Mayor Valerie Plante testifies before Bill 21 hearings

Mayor Valerie Plante went before the hearings before the National Assembly's Bill 21 hearings on Tuesday afternoon — not to argue for the city of Montreal to be exempt from the secularism law, or to argue against the principle of state secularism.

Instead, the mayor pleaded with Immigration Minister Simon Jolin-Barrette to amend the proposed rules to better reflect Montreal's reality, and to argue against his pre-emptive use of the notwithstanding clause in the bill.

"At the start, let me state that I wholly endorse the will of the Quebec government to enshrine [the principle] of religious neutrality of Quebec into law," was how Plante began. "Let's be clear, I'm not here to demand a special clause for Montreal, but rather to bring the realities of Montreal to a provincial law."

The mayor touted Montreal's diversity, calling it the strength of the city, and she insisted that enshrining the notion of religious neutrality into Quebec law must respect that diversity.

Earlier in the day, she penned an op-ed piece that appeared in several papers, including the Montreal Gazette. Plante wrote she isn't against the idea of secularism as such, but adds the ban on wearing religious symbols is an affront to individual freedom, and that as mayor of such a diverse city, it's her duty to stand up for the diversity that made Montreal what it is.

'Duty to protect minorities'

"Ultimately, I consider it our duty to protect the minorities of which our society is made, whether they are sexual, linguistic, cultural or religious," she wrote.

She also suggested Quebec's institutions can, and do, defend the principle of state secularism well enough as it is.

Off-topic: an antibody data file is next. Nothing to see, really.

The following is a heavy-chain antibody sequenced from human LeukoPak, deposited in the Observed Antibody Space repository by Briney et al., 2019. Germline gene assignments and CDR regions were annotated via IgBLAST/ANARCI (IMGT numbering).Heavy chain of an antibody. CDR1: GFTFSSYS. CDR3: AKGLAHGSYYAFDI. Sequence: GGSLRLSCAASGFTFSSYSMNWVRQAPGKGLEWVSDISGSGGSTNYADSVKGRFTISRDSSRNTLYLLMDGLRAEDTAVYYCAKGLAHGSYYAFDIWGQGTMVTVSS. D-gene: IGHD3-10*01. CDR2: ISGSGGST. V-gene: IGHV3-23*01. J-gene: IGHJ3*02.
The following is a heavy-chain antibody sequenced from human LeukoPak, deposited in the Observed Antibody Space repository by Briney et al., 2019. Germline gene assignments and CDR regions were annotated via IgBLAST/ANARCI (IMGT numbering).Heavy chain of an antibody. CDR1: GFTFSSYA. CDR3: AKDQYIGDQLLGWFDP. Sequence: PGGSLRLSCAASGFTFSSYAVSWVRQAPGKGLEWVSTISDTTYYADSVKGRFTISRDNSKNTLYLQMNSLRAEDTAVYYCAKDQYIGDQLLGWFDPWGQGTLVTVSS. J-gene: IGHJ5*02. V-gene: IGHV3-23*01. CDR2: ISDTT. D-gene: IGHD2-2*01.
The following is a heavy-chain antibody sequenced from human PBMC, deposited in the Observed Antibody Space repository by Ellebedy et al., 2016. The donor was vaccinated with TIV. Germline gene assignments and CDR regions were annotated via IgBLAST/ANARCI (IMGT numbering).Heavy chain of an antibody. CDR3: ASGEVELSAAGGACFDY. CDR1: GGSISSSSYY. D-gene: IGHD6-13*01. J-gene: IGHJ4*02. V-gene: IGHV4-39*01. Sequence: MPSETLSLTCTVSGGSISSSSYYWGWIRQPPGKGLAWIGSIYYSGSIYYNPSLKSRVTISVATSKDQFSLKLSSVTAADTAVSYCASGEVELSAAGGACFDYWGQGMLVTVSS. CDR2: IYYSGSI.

Later on Tuesday — at 8:15 p.m. — former Liberal MNA Russell Copeman, now representing the Quebec English School Boards Association, will also argue against Bill 21's religious symbols ban.

Taking the train from Montreal to Quebec City on Tuesday morning, he spoke with CJAD 800's Andrew Carter about what he plans to say.

"Bill 21 is divisive, unnecessary, largely inapplicable, and doesn't correspond to the values that are taught in our schools and centres," Copeman said. "We feel that Bill 21 in an infringement on English-speaking communities' constitutional right to control and manage its education network."

Earlier in the day, 95-year-old Quebec sociologist Guy Rocher, one of the authors of Bill 101, suggested failing to adopt Bill 21 could lead to a return of the days when schools were split by religion.

Also in the morning session, the nationalist group Ligue d'Action Nationale said Bill 21 doesn't go far enough, saying the right of human beings take precedence over religious precepts, something which "wasn't done in Canada's constitutional monarchy and in the constitution which [Quebec] never signed."